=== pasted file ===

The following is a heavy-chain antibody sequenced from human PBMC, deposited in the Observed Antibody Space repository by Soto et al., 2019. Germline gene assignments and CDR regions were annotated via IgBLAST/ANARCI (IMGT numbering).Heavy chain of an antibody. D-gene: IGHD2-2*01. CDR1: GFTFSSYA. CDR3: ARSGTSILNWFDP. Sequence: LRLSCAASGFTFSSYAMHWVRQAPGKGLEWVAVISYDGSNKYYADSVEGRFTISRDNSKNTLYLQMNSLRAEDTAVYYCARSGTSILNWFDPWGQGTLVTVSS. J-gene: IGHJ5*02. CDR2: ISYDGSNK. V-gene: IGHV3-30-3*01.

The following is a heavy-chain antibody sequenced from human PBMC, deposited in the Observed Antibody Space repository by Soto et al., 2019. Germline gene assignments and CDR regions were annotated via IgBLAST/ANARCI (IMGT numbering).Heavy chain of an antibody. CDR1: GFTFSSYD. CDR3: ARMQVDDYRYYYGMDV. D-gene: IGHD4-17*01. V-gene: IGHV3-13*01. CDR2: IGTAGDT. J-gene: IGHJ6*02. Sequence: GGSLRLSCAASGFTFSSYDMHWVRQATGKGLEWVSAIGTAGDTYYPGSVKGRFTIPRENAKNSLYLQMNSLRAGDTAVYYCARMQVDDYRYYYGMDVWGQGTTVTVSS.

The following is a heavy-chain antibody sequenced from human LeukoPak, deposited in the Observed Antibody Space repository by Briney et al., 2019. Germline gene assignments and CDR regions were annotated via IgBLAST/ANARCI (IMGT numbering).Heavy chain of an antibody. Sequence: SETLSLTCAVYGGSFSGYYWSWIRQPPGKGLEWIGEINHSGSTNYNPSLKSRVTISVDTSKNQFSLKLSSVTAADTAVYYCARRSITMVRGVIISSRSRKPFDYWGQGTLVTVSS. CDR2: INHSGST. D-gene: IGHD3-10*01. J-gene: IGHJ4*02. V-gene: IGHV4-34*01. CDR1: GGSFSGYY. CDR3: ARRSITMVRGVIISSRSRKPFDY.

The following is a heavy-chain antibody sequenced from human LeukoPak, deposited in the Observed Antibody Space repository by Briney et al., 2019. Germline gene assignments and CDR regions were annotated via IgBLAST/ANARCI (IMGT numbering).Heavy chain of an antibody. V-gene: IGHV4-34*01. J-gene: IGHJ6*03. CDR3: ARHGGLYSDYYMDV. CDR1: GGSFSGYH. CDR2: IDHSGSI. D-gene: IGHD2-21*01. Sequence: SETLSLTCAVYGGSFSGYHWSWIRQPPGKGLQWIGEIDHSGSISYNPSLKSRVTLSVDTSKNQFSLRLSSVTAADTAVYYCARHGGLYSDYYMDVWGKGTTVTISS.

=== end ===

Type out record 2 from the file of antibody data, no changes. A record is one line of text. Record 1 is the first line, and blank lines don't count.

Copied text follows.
The following is a heavy-chain antibody sequenced from human PBMC, deposited in the Observed Antibody Space repository by Soto et al., 2019. Germline gene assignments and CDR regions were annotated via IgBLAST/ANARCI (IMGT numbering).Heavy chain of an antibody. CDR1: GFTFSSYD. CDR3: ARMQVDDYRYYYGMDV. D-gene: IGHD4-17*01. V-gene: IGHV3-13*01. CDR2: IGTAGDT. J-gene: IGHJ6*02. Sequence: GGSLRLSCAASGFTFSSYDMHWVRQATGKGLEWVSAIGTAGDTYYPGSVKGRFTIPRENAKNSLYLQMNSLRAGDTAVYYCARMQVDDYRYYYGMDVWGQGTTVTVSS.